Location Feature: Testaccio

Testaccio Market. Image by myVideoMedia. Click image to visit their blog.

Click per la versione italiana.

With each successive generation, there is a perceptible shift and perhaps distortion from the classic understanding of tourism.  Until a few decades ago, traveling meant settling on one major destination with all its bells and whistles.  This was, for a variety of reasons, in contrast to the prevalence of today’s do-it-yourself planning and the popularization of backpacking to contain costs and expand options for where to go and how much to see.

In essence, this mode of travel relies no longer on being placed in the center of a city, next to a famous monument or archaeological site.  Instead it focuses on the impact that placing the traveler in midst of the quintessential everyday life experiences of a new culture can have.

Street of Fame. Image by myVideoMedia. Click to visit their blog.

Rome is no exception to this new mode of travel.  In fact, it goes beyond the usual (and fascinating) goals of seeing the baseline of the everyday to a truly immersive experience of capturing the soul of the city.  The Testaccio district (rione), the popular par excellence, is perhaps the space-time dimension in which the historical and cultural traditions of ancient Rome still survive intact while displaying the pioneering, contemporary avant-garde that marks the Eternal City’s entrance into the third millennium.

Watch Dario Andreucci’s Tour of Testaccio with myVideoMedia, incl. the Slaughterhouse.
Once home to trade (the market, the Emporium, and the port), Testaccio is today the beating heart of popular Rome thanks to its continuation of culinary traditions and presence of the modern “historical” architecture of the early 20th century, e.g. the Campo Testaccio, where the Roma football club won its first championship in 1942.  There is also the remains of the Slaughterhouse which opened in 1887 but closed in 1975.  It has since reopened as a restructured community space, housing art exhibits, educational opportunities, and even an organic food market.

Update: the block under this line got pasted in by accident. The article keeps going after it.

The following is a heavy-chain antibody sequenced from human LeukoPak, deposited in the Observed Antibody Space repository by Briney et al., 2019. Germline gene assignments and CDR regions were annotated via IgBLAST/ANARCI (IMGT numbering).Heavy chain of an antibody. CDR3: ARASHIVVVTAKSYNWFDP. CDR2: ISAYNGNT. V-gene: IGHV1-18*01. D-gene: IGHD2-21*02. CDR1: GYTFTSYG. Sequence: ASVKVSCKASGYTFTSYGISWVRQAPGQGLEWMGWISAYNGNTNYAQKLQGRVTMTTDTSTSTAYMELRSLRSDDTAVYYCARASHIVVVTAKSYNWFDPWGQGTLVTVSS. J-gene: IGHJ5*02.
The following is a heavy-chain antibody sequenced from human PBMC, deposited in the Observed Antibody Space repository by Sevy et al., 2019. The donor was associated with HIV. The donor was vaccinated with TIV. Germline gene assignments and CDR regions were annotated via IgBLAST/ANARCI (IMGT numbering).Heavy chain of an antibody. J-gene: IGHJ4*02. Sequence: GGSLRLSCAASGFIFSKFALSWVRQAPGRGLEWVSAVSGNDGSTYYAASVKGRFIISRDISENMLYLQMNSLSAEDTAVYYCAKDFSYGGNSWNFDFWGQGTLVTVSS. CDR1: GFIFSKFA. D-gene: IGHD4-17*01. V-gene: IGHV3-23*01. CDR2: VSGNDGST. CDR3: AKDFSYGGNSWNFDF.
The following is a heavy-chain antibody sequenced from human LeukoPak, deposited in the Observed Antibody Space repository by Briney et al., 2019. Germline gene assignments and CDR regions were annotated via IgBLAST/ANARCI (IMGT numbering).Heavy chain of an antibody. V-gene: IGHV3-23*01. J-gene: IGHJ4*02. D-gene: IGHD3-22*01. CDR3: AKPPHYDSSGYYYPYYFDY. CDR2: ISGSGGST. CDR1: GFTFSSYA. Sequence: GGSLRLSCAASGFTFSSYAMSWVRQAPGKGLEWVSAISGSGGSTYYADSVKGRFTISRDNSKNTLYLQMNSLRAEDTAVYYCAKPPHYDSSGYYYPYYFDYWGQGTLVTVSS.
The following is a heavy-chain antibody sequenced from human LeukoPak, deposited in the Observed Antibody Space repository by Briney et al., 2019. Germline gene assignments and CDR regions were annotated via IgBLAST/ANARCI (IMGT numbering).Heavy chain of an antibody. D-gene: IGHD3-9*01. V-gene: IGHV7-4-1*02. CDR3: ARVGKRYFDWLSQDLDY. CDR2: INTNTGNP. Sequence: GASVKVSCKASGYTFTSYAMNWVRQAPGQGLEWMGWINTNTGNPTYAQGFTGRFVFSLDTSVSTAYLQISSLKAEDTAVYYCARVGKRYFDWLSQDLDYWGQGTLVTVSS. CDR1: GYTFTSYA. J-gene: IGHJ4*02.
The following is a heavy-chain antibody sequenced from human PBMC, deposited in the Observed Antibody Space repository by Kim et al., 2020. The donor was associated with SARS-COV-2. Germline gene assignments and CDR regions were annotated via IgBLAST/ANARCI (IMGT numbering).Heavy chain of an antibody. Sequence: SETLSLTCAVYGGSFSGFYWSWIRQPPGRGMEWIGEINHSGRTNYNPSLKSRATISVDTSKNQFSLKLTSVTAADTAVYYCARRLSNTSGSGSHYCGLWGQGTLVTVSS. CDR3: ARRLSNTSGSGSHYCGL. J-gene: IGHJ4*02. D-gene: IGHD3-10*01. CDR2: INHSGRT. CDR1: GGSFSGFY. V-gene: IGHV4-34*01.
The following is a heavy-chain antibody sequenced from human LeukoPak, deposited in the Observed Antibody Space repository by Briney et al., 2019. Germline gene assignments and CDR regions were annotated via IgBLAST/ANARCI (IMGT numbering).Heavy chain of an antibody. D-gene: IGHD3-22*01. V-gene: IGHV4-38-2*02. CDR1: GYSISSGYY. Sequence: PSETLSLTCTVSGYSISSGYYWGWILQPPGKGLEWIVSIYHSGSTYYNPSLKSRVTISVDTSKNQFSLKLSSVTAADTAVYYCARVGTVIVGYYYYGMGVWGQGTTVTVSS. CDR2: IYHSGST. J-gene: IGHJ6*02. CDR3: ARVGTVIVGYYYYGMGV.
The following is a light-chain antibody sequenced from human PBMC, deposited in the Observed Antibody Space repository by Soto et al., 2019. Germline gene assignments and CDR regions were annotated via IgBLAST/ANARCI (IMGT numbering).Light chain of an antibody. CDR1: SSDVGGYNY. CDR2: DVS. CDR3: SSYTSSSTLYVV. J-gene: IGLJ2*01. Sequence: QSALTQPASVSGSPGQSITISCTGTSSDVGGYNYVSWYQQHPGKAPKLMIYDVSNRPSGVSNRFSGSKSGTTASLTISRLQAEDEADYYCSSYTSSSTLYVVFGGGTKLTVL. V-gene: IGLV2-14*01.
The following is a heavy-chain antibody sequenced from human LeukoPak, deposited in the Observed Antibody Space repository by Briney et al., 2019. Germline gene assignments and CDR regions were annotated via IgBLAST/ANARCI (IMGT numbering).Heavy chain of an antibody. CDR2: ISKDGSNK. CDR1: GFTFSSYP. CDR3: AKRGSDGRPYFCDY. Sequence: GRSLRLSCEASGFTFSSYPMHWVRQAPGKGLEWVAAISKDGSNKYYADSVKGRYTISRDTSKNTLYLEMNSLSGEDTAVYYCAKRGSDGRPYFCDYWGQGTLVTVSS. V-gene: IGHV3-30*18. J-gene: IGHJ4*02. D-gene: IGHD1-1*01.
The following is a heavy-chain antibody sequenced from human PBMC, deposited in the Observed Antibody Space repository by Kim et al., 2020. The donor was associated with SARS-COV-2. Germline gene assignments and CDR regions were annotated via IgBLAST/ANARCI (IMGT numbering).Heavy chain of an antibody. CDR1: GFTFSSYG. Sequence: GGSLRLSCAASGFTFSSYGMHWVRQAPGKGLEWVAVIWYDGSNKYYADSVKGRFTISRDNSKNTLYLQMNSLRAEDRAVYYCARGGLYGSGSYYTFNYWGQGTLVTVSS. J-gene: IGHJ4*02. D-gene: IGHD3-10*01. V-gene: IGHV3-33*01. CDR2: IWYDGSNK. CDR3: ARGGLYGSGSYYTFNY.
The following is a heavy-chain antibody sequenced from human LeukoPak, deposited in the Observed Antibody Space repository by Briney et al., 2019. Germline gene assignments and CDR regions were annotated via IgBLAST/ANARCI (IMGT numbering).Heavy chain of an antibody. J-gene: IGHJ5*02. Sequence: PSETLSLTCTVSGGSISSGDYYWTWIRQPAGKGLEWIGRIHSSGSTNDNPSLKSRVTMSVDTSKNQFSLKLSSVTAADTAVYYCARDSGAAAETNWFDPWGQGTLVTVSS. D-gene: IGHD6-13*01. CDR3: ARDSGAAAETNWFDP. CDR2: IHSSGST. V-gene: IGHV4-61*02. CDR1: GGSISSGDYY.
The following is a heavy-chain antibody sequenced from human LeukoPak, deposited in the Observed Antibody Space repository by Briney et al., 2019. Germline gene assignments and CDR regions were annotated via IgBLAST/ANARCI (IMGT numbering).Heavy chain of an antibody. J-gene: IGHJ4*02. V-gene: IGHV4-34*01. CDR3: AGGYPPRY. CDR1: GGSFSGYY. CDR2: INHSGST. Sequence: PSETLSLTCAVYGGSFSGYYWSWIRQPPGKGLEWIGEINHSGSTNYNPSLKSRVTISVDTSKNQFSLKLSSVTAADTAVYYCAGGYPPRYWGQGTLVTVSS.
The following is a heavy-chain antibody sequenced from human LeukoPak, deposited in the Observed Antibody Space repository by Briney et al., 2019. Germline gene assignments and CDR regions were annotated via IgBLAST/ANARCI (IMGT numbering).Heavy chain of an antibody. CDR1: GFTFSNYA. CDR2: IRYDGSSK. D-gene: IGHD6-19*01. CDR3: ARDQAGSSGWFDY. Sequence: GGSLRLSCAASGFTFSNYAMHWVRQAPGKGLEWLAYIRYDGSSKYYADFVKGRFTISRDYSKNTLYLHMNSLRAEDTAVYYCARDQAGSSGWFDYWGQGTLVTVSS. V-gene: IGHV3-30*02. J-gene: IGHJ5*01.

Pyramid of Caius Cestius. Image by myVideoMedia. Click image to visit their blog.

Not far from the Slaughterhouse is the Pyramid of Caius Cestius that dates back to 18-12 BC, and follows after the contemporary fashion that back then endorsed Egyptian architecture.  The Pyramid, being a burial space, remained on the outskirts of the city walls but eventually became a part of them as the city expanded, and the Pyramid was merged with the Aurelian Walls (270-275 AD) to form a triangular bastion.  One can still see parts of the wall embedded in the Pyramid today (see above).

Nightlife Lane. Image by myVideoMedia. Click image to visit their blog.

Piazza Testaccio, Via Marmorata and Via Zabaglia are a must for anyone who truly wishes to see the contemporary evolution of the district.  And if you are wondering just where Rome’s nightlife is, then a few steps away from the Marco (Museum of Contemporary Art) is the area that marks the lane along which are multitude of clubs, including everything from rock to salsa.

Many Thanks to myVideoMedia!

Read their article: “Rome off the beaten path”

Original Article by Samir Hassan

(Translated & Edited by Diedré Blake)

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The MindtheGuideTeam 


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